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Is Alcohol Making You Bloat?

Is Alcohol Making You Bloat?

is alcohol making you bloated

If you’ve ever woken up after a night of drinking feeling like one of Hootie’s long-lost blowfish, you aren’t imagining things. That morning after bloat is real, and chances are that last night’s glass (or three) of wine is written all over your face. The visibly puffy eyes or uncomfortably swollen belly are just the outward effects. There’s more going on inside your body, and it isn’t pretty!

Behind the Bloat

Not all liquids are hydrating. Alcohol, for example, has the exact opposite effect. The more booze you consume, the more dehydrated your body becomes. The skin and organs respond to the perceived lack of hydration by holding on to as much water as they can to compensate. The result is excess water retention that may show up as a puffy face, swollen fingers, or enlarged belly.

If that’s not enough to make you rethink your drink, alcohol is also an inflammatory substance. Every time you indulge, your stomach produces more acid, which inflames the lining and causes swelling. Factor in the additional sugary, syrupy, or carbonated mixers found in many cocktails, and you’ve got a recipe for some serious gastrointestinal tract irritation that is uncomfortable at best. At worst? It can lead to a host of health issues, including alcoholic gastritis, a condition caused when alcohol abuse erodes the stomach’s lining.

Beyond the Bloat

Alcoholic drinks

Sure, it’s easy to blame the bloat when your favorite jeans are snug but are you confusing bloat with weight gain? Remember, the expression, “you are what you eat,” applies to what you drink, too, so when you’re wining and dining, don’t forget that liquid calories not only count, they add up!

Beer and wine may contain as many as 150 calories per serving, not to mention the carbs and sugars they hold. If you consume a six-pack with a pizza or a bottle of wine with your dinner, you’ve just packed several hundred calories on top of your meal. Distilled spirits like vodka or gin come in a little lower, but when you mix them with soda, juice, and other cocktail combinations, you can quickly consume an entire day’s worth of calories during one happy hour.

It’s not just the calories found in the booze, either. Drinking impairs your judgment, which can lead to poor food choices like hitting the drive-through at 2 a.m. or mindlessly eating baskets of chips while enjoying Margarita Monday with the girls. And let’s not forget the hangover hamburger. The day after a night of drinking can often be worse calorie-wise as you seek to soothe your senses and your stomach with calorie-dense, carb-laden comfort foods.

Excuses Excuses

“But it fits my macros” is a common cry among those who don’t want to give up their Wine Down Wednesday. The bottom line is you can make almost anything “fit” into your macro plan or calorie counting for the day. The problem is that you are probably giving up more nutrient-dense foods to make that work. Nutritionally speaking, alcohol doesn’t offer any real benefits. And, because the effects of alcohol grow stronger in women as we age, it could be derailing your efforts in more ways than one, impacting your skin, your sleep, and your overall health in general.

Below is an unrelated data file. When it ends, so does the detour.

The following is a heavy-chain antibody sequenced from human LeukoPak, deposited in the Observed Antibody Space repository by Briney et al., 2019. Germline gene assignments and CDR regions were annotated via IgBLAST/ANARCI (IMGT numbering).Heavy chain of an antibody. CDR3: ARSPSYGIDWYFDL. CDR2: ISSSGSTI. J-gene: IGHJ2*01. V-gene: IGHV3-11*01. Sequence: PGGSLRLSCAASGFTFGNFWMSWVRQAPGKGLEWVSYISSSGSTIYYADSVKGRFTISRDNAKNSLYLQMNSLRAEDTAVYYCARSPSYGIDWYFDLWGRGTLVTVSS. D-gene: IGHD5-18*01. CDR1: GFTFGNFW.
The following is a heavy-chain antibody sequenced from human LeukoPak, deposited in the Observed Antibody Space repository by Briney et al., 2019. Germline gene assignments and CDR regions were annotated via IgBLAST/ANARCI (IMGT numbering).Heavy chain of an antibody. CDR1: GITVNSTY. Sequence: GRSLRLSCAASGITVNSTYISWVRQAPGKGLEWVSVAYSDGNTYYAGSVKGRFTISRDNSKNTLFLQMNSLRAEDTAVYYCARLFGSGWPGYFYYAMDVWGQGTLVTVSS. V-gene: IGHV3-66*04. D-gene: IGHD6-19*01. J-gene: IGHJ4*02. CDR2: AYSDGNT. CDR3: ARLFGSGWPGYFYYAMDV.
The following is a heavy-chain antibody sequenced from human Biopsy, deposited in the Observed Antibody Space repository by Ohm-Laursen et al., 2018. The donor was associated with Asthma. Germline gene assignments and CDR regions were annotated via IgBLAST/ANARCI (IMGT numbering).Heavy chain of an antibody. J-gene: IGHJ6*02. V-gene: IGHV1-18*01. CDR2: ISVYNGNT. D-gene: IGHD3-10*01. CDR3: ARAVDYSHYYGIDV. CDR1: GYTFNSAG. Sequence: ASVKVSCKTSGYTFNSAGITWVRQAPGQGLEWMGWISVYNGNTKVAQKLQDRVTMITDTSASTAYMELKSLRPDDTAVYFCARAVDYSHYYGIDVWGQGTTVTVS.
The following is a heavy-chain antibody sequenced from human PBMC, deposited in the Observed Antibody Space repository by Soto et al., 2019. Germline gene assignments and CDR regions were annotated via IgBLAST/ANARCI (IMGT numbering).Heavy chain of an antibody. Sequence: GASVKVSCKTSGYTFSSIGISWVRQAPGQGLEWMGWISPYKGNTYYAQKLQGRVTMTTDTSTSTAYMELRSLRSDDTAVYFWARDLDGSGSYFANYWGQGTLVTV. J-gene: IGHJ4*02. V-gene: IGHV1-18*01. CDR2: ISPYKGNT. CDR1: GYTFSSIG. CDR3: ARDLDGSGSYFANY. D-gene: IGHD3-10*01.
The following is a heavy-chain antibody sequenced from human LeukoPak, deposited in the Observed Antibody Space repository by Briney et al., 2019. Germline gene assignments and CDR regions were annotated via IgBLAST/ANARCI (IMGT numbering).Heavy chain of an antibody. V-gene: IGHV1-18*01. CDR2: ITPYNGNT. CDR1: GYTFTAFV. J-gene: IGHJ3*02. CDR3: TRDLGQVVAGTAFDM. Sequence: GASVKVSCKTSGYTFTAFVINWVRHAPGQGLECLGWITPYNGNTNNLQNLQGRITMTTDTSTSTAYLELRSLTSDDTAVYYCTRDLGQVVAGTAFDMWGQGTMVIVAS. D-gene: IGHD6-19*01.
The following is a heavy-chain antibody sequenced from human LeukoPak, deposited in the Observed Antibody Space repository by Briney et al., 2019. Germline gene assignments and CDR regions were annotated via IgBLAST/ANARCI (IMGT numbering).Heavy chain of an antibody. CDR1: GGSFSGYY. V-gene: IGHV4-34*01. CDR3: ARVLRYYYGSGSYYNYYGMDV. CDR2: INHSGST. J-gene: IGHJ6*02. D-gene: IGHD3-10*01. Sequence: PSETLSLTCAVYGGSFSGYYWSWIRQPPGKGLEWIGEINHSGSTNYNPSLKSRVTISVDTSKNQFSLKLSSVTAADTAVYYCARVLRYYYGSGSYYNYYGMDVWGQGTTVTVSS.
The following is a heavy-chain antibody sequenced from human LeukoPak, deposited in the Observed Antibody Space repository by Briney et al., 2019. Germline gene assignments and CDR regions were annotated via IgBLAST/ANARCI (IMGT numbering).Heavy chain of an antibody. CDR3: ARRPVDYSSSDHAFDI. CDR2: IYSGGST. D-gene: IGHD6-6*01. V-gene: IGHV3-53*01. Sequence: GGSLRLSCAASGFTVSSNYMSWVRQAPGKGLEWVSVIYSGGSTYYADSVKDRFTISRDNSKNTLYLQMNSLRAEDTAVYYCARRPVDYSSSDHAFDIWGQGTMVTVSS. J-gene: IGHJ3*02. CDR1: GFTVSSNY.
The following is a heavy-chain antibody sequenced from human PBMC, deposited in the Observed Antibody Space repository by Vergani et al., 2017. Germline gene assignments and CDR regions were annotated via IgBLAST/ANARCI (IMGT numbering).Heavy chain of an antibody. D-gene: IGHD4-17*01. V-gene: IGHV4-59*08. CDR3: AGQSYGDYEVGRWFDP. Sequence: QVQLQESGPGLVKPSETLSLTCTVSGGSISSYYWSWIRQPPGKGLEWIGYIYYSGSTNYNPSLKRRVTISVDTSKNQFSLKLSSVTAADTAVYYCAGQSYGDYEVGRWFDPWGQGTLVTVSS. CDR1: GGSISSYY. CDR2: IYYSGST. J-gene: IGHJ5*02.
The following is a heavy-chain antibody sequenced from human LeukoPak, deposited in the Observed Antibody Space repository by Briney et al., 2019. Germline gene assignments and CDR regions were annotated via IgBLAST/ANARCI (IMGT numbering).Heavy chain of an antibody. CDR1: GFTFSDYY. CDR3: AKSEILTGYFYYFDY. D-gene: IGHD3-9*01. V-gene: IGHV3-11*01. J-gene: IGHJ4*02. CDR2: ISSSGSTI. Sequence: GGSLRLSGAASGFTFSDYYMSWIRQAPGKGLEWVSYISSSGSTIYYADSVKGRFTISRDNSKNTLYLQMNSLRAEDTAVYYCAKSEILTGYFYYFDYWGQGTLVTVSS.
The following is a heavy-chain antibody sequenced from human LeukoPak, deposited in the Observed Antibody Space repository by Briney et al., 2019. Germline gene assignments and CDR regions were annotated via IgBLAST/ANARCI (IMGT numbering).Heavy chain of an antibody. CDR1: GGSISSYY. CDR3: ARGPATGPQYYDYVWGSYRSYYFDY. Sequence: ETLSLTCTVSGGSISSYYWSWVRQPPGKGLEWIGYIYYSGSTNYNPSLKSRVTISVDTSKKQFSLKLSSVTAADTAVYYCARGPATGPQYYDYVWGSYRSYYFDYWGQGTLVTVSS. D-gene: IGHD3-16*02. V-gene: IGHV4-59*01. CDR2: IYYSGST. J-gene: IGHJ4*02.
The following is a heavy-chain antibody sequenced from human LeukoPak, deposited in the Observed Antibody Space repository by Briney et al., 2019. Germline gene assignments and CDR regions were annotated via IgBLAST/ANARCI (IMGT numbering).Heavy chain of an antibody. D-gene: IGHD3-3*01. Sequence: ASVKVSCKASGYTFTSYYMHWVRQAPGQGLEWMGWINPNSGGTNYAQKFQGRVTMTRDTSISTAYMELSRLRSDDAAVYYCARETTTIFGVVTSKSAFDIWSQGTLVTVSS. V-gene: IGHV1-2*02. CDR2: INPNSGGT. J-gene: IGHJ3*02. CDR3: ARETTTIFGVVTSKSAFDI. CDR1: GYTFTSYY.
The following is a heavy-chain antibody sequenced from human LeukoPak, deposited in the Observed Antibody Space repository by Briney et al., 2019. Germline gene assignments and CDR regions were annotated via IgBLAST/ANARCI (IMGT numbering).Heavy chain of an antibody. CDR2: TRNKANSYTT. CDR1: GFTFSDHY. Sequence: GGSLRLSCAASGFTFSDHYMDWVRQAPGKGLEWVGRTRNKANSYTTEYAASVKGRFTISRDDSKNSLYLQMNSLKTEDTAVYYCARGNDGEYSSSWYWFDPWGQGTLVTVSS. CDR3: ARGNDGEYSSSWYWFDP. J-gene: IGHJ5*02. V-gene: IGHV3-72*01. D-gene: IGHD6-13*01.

Beating the Bloat

water with lemon

Assuming that what you are experiencing is bloating and not actual weight gain, there are some things you can do to minimize it besides just putting on your elastic waist pants and waiting for it to pass (so to speak). The best defense is a good offense so first, know your booze. If it fizzes or bubbles in the glass, it’s going to fizz and bubble in your belly thanks to the release of carbon dioxide. That means that things like champagne, beer, and carbonated mixers will lead to more bloating than a vodka on the rocks. Second, make sure you are staying extra hydrated. For every alcoholic beverage you consume, drink an 8-oz (or more) glass of water. Finally, sip it slowly. Big gulps mean you are taking in extra air with each swig, and that can also cause bloating.

If, despite your best efforts, you still wake up with the telltale signs of a night on the town, try some warm water with lemon for your tummy bloat and a cold cloth on your face and eyes to reduce puffiness. Some people swear that dunking their faces in a sink full of ice water alleviates a swollen face.

Of course, none of these methods are as fool-proof as simply cutting back or eliminating alcoholic beverages from your diet. If that sounds too daunting, it might be time to revisit your relationship with alcohol and make sure that it isn’t controlling your life. There are plenty of resources available to help you manage or address your concerns, including therapy, medications, and online programs like Monument, where you can participate in counseling sessions from the privacy and comfort of your home.

If Bloat Sticks Around… 

Even when consumed mindfully and in moderation, it is possible to still suffer from the occasional alcohol-related bloat. The good news is that it typically doesn’t last long and usually goes away on its own. If you experience bloating that lasts longer than a few days, consult your doctor to make sure that it isn’t related to an underlying condition like IBS, which is easily aggravated by alcohol consumption. The best advice in the battle of the bloat? Think before you drink. Remember, they don’t call it a beer belly for nothing!

Read Next:

11 Top Supplements for Bloating

Feeling Bloated? Here are 7 Ways to Flush Salt Out of Your Body

How to Stop Drinking for Women Over 50

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